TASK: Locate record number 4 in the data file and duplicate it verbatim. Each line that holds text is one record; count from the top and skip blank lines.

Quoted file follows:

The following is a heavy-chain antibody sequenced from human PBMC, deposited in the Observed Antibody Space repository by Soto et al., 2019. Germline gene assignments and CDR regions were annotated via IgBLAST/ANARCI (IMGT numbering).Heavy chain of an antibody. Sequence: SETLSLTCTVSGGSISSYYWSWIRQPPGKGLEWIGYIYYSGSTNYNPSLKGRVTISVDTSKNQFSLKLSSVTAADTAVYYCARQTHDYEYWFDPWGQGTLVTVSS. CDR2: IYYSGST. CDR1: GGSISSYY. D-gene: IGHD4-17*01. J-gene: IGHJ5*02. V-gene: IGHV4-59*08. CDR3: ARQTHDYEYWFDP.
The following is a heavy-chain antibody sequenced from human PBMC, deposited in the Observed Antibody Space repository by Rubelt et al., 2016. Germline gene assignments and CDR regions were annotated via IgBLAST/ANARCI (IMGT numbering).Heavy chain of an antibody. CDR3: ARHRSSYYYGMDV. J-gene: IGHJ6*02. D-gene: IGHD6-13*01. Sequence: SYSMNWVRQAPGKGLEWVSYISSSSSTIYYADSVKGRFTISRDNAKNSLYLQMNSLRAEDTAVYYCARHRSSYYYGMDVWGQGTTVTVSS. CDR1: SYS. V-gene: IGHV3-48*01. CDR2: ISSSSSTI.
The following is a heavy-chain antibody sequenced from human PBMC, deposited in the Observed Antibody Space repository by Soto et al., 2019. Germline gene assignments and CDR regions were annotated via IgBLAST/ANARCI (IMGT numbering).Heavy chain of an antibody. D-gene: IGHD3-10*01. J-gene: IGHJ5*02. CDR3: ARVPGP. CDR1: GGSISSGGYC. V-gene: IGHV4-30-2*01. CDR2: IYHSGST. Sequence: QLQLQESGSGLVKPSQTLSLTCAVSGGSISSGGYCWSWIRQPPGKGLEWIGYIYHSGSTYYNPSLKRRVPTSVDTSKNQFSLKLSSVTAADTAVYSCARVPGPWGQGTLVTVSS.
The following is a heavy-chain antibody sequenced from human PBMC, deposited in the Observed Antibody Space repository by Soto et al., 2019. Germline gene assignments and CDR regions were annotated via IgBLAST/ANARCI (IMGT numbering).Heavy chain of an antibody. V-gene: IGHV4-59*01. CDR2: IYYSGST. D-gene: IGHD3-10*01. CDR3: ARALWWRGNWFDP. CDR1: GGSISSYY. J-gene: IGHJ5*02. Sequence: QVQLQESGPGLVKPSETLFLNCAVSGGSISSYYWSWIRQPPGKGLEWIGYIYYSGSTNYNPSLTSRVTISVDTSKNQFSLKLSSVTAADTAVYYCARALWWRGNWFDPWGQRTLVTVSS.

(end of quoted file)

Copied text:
The following is a heavy-chain antibody sequenced from human PBMC, deposited in the Observed Antibody Space repository by Soto et al., 2019. Germline gene assignments and CDR regions were annotated via IgBLAST/ANARCI (IMGT numbering).Heavy chain of an antibody. V-gene: IGHV4-59*01. CDR2: IYYSGST. D-gene: IGHD3-10*01. CDR3: ARALWWRGNWFDP. CDR1: GGSISSYY. J-gene: IGHJ5*02. Sequence: QVQLQESGPGLVKPSETLFLNCAVSGGSISSYYWSWIRQPPGKGLEWIGYIYYSGSTNYNPSLTSRVTISVDTSKNQFSLKLSSVTAADTAVYYCARALWWRGNWFDPWGQRTLVTVSS.